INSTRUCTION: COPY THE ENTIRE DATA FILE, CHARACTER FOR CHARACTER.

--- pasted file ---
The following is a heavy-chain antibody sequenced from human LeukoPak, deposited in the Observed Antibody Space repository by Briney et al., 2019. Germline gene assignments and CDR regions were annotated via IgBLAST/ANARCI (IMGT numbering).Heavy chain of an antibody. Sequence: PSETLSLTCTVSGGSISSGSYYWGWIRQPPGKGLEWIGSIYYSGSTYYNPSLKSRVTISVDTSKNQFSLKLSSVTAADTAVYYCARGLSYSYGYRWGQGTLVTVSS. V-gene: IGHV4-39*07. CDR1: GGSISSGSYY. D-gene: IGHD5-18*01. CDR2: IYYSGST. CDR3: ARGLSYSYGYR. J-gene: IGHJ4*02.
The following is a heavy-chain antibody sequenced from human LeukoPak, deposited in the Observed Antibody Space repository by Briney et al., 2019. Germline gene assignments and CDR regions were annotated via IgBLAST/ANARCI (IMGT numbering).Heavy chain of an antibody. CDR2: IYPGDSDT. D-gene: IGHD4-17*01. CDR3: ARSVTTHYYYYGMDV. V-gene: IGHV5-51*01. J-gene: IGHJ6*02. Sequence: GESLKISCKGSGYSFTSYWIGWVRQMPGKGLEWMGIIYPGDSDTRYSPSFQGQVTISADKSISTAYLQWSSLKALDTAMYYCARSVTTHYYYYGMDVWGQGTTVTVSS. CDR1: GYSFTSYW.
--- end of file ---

The following is a heavy-chain antibody sequenced from human LeukoPak, deposited in the Observed Antibody Space repository by Briney et al., 2019. Germline gene assignments and CDR regions were annotated via IgBLAST/ANARCI (IMGT numbering).Heavy chain of an antibody. Sequence: PSETLSLTCTVSGGSISSGSYYWGWIRQPPGKGLEWIGSIYYSGSTYYNPSLKSRVTISVDTSKNQFSLKLSSVTAADTAVYYCARGLSYSYGYRWGQGTLVTVSS. V-gene: IGHV4-39*07. CDR1: GGSISSGSYY. D-gene: IGHD5-18*01. CDR2: IYYSGST. CDR3: ARGLSYSYGYR. J-gene: IGHJ4*02.
The following is a heavy-chain antibody sequenced from human LeukoPak, deposited in the Observed Antibody Space repository by Briney et al., 2019. Germline gene assignments and CDR regions were annotated via IgBLAST/ANARCI (IMGT numbering).Heavy chain of an antibody. CDR2: IYPGDSDT. D-gene: IGHD4-17*01. CDR3: ARSVTTHYYYYGMDV. V-gene: IGHV5-51*01. J-gene: IGHJ6*02. Sequence: GESLKISCKGSGYSFTSYWIGWVRQMPGKGLEWMGIIYPGDSDTRYSPSFQGQVTISADKSISTAYLQWSSLKALDTAMYYCARSVTTHYYYYGMDVWGQGTTVTVSS. CDR1: GYSFTSYW.